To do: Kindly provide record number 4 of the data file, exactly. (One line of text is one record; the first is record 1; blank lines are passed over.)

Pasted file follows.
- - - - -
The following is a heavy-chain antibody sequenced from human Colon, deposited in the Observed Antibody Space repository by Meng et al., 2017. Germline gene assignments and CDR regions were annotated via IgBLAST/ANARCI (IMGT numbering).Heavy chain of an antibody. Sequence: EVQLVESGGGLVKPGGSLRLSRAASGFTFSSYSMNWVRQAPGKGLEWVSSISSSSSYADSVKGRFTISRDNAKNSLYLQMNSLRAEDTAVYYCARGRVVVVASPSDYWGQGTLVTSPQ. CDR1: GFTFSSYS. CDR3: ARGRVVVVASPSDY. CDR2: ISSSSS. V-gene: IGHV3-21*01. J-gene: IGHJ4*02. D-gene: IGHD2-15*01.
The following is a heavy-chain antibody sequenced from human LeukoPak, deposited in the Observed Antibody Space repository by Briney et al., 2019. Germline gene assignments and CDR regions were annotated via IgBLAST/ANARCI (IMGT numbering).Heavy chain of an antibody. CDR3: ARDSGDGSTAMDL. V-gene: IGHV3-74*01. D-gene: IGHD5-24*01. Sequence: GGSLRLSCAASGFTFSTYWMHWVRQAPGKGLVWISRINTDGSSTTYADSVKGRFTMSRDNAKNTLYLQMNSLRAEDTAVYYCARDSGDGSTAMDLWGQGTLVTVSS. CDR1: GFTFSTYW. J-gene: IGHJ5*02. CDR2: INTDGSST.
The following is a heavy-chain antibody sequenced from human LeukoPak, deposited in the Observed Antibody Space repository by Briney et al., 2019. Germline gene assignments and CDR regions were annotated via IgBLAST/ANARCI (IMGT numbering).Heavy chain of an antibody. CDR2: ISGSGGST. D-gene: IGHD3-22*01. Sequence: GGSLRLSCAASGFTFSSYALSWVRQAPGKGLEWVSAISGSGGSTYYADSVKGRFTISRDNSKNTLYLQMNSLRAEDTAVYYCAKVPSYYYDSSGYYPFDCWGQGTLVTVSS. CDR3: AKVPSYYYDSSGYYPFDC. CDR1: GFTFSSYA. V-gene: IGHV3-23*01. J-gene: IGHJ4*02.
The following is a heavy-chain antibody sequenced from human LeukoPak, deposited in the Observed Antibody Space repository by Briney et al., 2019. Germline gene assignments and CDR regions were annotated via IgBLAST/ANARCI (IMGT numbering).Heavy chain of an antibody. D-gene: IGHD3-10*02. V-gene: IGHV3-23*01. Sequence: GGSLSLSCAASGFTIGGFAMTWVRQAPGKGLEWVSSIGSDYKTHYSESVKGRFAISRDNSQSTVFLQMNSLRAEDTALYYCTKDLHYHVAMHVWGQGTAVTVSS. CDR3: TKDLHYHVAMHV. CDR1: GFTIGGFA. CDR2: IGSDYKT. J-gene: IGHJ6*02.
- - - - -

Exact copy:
The following is a heavy-chain antibody sequenced from human LeukoPak, deposited in the Observed Antibody Space repository by Briney et al., 2019. Germline gene assignments and CDR regions were annotated via IgBLAST/ANARCI (IMGT numbering).Heavy chain of an antibody. D-gene: IGHD3-10*02. V-gene: IGHV3-23*01. Sequence: GGSLSLSCAASGFTIGGFAMTWVRQAPGKGLEWVSSIGSDYKTHYSESVKGRFAISRDNSQSTVFLQMNSLRAEDTALYYCTKDLHYHVAMHVWGQGTAVTVSS. CDR3: TKDLHYHVAMHV. CDR1: GFTIGGFA. CDR2: IGSDYKT. J-gene: IGHJ6*02.